Placing a hand under the neck and another beneath the skull, slowly, gently lift your partner’s head… Partner A, keep your neck relaxed, your head heavy, loose. Lift that head carefully, cradle it with reverence, for what you now hold in your two hands is the most complex object in the known universe… a human head of planet Earth… a hundred billion neurons firing in there… vast potential for intelligence… only a portion has been tapped of its capacity to perceive, to know, to vision.

Your hands holding your partner’s head – that is the first touch your partner knew in this life, coming out of the womb into hands, like yours, of a doctor or midwife…. Now within that skull is a whole world of experience– of memories of scenes and songs, beloved faces… some are gone now, but they live still in the mansions of that mind…. It is a world of experience that is totally unique and that can never be fully shared…  In that head too are dreams of what could be, visions that could shape our world.

Closing your eyes for a moment, feel the weight of that head in your hands. It could be the head of a Chinese worker or an Nicaraguan mother, of an American general or an African doctor. Same size, same weight just about, same vulnerability, same capacity for dreams that could guide us through this time.

Looking down at this head, think of what this person may have to behold in the times that are coming… the choices to be made… the courage and endurance needed. Let your hands, of their own intelligence, express their desire that all be well with that head. Perhaps there is something that you want your partner to keep in mind  – something you want them not to forget in times of stress or anguish. If there is, you can quietly tell them now, as you lay their head back down.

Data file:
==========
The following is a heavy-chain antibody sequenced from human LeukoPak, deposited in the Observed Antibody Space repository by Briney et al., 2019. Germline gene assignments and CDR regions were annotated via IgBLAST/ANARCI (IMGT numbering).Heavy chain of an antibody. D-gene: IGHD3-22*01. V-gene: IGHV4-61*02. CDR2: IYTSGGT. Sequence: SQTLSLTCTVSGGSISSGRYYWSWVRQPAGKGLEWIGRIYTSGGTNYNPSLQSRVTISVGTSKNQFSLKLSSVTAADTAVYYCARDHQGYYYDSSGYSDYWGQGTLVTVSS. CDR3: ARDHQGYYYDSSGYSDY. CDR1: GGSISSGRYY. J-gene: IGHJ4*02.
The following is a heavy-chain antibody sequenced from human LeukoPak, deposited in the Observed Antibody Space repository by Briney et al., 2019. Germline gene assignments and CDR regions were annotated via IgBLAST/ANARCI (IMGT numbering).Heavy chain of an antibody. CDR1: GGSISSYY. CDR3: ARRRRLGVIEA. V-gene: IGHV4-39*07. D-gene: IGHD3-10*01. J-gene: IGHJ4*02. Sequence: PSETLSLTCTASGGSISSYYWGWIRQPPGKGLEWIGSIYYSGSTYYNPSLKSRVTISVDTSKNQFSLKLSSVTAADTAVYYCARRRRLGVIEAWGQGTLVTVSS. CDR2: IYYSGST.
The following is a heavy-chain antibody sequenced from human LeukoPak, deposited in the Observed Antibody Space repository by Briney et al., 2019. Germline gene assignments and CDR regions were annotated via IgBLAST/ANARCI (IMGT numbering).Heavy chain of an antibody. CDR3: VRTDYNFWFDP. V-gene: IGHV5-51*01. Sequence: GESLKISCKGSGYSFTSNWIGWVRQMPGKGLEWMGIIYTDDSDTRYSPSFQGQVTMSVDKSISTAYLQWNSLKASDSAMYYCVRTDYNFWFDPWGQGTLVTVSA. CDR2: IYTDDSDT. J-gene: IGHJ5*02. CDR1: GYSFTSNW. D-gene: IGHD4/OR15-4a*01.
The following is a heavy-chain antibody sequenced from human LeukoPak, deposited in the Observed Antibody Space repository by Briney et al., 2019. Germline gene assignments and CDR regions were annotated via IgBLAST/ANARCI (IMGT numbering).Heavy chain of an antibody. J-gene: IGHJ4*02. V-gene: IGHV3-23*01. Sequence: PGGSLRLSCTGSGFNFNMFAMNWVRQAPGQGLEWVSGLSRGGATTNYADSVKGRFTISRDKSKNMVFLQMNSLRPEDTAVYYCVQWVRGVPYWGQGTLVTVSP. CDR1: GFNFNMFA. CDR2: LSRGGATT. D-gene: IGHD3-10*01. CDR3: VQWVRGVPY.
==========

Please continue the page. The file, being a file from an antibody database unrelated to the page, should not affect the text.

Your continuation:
Allow time for the recumbent partner to stretch, look around, slowly sit up. Then A and B reverse roles, and the verbal cues are offered again in different words. At the conclusion of the whole process, time to reorient is important. Let the pairs talk quietly or remain in silence for a while.

If the number of workshop participants is uneven, and you have no co-facilitator, pair up with the extra person, and lead the exercise while acting as Partner B, but not reversing roles.


Timing & Variation

Depending on the time and space available, the Cradling can take two forms: the fuller version (like the example above) lasts about 45 to 60 minutes. When time or floor space is inadequate to accommodate the full Cradling, a brief version (10 to 20 minutes) can be conducted with pairs sitting face to face. The meditation then focuses on the hands and arms, and if space permits one partner to move around behind the other, the shoulders and head as well. In that case, attention is directed to the burdens we carry, the stresses we tend to lock into our shoulders and necks; and the meditation on the head is appropriately adapted. If that is impossible or awkward, don’t worry. So long as there is touch and attention, even the briefest form of this exercise is evocative and powerful.

Contributor/Author: Joanna Macy & Molly Brown